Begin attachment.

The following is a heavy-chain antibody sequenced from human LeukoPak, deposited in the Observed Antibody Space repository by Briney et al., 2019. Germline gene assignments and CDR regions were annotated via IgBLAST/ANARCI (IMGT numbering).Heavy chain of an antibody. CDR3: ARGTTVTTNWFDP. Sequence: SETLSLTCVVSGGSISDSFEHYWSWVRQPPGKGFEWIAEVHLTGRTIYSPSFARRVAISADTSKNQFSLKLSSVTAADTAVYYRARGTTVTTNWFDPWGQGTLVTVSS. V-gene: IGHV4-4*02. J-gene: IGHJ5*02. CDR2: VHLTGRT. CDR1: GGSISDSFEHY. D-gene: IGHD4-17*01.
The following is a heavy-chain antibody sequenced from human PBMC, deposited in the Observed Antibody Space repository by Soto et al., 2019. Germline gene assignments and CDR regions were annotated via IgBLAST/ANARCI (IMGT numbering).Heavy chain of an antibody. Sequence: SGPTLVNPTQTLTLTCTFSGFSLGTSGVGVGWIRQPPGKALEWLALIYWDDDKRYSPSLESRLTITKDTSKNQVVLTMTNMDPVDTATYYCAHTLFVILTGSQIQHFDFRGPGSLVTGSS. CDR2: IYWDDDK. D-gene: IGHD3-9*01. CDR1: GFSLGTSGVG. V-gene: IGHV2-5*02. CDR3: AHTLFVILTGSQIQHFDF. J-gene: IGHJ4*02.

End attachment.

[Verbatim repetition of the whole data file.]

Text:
The following is a heavy-chain antibody sequenced from human LeukoPak, deposited in the Observed Antibody Space repository by Briney et al., 2019. Germline gene assignments and CDR regions were annotated via IgBLAST/ANARCI (IMGT numbering).Heavy chain of an antibody. CDR3: ARGTTVTTNWFDP. Sequence: SETLSLTCVVSGGSISDSFEHYWSWVRQPPGKGFEWIAEVHLTGRTIYSPSFARRVAISADTSKNQFSLKLSSVTAADTAVYYRARGTTVTTNWFDPWGQGTLVTVSS. V-gene: IGHV4-4*02. J-gene: IGHJ5*02. CDR2: VHLTGRT. CDR1: GGSISDSFEHY. D-gene: IGHD4-17*01.
The following is a heavy-chain antibody sequenced from human PBMC, deposited in the Observed Antibody Space repository by Soto et al., 2019. Germline gene assignments and CDR regions were annotated via IgBLAST/ANARCI (IMGT numbering).Heavy chain of an antibody. Sequence: SGPTLVNPTQTLTLTCTFSGFSLGTSGVGVGWIRQPPGKALEWLALIYWDDDKRYSPSLESRLTITKDTSKNQVVLTMTNMDPVDTATYYCAHTLFVILTGSQIQHFDFRGPGSLVTGSS. CDR2: IYWDDDK. D-gene: IGHD3-9*01. CDR1: GFSLGTSGVG. V-gene: IGHV2-5*02. CDR3: AHTLFVILTGSQIQHFDF. J-gene: IGHJ4*02.